Determination of whether a youth is compliant with the conditions of probation and, if not, how to ensure future compliance is an important intermediate stage in juvenile court decision making. Yet, little is known about the conditions under which noncompliance is or is not documented in the youth's file, what happens to noncompliant youth, and whether documentation of noncompliance is influenced by race and class. Probation officers necessarily make recommendations based on incomplete knowledge, the very circumstances under which research has demonstrated that racial biases are most likely to surface. The authors analyze juvenile court data to examine whether and how documentation of noncompliance is affected by race, ethnicity, and class. Logistic regression demonstrates that black youth and youth from poorer neighborhoods are especially likely to have noncompliance documented. Content analysis of court social files clarifies further how race, class, family structure, and family circumstances affect officials' assessments of youth.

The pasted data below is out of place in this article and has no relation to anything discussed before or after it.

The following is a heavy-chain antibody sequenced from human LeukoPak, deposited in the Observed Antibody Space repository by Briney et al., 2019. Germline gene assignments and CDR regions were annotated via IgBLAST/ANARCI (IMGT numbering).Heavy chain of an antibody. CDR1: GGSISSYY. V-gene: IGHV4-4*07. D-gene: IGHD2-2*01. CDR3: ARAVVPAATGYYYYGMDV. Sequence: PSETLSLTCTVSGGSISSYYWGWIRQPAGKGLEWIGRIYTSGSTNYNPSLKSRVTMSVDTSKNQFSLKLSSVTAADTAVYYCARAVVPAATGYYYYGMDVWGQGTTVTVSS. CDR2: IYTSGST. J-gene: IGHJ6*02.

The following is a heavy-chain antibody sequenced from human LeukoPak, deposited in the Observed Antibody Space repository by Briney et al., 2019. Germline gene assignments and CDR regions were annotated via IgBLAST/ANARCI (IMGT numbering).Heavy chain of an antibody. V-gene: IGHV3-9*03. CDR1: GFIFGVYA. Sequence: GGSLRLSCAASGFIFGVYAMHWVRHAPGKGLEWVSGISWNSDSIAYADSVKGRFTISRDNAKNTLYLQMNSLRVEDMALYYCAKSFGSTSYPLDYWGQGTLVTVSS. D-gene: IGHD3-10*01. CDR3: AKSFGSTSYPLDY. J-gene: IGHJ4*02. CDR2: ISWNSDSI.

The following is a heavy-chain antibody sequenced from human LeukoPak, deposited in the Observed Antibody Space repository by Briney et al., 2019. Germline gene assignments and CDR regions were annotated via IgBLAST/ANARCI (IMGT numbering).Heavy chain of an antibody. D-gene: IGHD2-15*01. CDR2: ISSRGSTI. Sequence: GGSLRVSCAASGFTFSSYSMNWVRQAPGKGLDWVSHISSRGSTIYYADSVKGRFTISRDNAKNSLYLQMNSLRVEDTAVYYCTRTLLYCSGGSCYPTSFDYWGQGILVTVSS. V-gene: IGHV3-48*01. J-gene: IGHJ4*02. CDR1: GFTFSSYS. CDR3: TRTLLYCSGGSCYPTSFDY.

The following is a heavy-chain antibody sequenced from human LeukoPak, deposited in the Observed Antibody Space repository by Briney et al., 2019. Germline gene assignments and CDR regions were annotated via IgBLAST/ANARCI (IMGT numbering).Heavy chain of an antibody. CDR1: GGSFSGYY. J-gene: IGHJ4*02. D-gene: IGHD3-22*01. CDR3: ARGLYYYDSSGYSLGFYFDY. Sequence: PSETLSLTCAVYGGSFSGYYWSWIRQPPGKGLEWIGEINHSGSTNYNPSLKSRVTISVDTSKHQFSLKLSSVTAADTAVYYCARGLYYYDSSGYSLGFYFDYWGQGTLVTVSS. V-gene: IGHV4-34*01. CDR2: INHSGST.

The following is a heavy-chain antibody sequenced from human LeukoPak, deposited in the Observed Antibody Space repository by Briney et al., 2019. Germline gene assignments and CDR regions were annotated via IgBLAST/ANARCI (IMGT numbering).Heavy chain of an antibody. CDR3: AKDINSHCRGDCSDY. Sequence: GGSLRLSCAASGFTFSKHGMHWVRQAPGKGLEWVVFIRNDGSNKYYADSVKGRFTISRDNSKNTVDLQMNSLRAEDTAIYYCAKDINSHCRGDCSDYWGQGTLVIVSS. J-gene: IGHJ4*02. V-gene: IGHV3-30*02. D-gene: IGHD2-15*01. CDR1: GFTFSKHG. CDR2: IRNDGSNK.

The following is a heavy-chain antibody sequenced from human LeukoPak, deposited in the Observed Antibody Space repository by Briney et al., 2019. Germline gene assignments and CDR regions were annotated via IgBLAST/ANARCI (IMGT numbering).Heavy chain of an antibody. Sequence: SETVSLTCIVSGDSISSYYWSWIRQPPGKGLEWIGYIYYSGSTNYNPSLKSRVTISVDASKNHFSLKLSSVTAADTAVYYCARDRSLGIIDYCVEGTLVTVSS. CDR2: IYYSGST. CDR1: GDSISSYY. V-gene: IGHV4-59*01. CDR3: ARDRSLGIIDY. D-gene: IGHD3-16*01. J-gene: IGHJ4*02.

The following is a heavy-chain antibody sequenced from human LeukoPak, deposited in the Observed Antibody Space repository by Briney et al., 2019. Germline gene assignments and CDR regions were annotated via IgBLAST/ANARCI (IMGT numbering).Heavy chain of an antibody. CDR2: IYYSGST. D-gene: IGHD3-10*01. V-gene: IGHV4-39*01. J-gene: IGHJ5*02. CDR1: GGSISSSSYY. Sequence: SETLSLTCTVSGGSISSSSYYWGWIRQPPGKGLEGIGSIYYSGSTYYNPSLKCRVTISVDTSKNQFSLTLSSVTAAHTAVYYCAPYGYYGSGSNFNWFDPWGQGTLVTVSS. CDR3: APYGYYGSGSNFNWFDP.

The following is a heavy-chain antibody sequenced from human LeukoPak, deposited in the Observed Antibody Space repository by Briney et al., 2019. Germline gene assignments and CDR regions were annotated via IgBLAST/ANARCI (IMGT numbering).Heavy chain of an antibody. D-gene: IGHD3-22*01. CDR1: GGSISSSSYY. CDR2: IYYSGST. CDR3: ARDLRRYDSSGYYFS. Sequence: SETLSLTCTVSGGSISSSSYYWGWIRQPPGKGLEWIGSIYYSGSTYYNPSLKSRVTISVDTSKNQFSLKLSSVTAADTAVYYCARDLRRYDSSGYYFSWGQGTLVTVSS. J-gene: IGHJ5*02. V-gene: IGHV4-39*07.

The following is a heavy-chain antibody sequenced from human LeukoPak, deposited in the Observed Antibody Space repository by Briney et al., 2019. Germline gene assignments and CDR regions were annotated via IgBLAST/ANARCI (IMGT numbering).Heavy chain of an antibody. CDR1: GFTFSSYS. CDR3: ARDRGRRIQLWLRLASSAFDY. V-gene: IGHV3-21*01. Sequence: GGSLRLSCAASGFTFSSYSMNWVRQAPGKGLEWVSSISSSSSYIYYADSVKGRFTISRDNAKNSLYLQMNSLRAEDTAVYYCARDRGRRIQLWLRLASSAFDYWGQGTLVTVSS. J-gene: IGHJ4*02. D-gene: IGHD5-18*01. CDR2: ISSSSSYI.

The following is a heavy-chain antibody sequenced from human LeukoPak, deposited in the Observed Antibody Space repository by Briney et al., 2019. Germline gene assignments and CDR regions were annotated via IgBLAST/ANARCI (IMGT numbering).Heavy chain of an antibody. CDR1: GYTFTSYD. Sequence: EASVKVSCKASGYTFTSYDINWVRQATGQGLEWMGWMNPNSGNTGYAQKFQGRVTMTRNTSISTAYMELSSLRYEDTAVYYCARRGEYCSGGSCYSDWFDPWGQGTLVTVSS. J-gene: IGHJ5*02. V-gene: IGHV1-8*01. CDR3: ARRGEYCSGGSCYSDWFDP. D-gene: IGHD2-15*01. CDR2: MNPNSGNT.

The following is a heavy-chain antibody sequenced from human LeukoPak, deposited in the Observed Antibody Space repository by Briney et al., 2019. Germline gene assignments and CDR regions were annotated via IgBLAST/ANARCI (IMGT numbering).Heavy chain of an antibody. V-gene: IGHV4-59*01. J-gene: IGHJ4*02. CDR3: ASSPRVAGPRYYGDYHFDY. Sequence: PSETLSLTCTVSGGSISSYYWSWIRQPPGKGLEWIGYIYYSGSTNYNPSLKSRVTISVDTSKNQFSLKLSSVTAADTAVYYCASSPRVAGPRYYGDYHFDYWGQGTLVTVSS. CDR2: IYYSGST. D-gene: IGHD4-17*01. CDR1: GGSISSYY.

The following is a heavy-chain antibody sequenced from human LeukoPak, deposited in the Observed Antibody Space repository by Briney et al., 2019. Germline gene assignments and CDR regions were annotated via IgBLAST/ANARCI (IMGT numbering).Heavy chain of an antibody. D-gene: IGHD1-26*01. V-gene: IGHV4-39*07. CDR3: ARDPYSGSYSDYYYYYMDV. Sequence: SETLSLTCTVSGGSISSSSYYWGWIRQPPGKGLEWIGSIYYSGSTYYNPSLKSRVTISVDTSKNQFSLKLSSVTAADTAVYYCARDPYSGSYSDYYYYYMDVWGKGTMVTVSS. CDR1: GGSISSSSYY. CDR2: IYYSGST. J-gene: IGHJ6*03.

|Original language||English (US)|
|Number of pages||13|
|Journal||Annals of the American Academy of Political and Social Science|
|State||Published - May 1 2009|
ASJC Scopus subject areas
- Sociology and Political Science
- Social Sciences(all)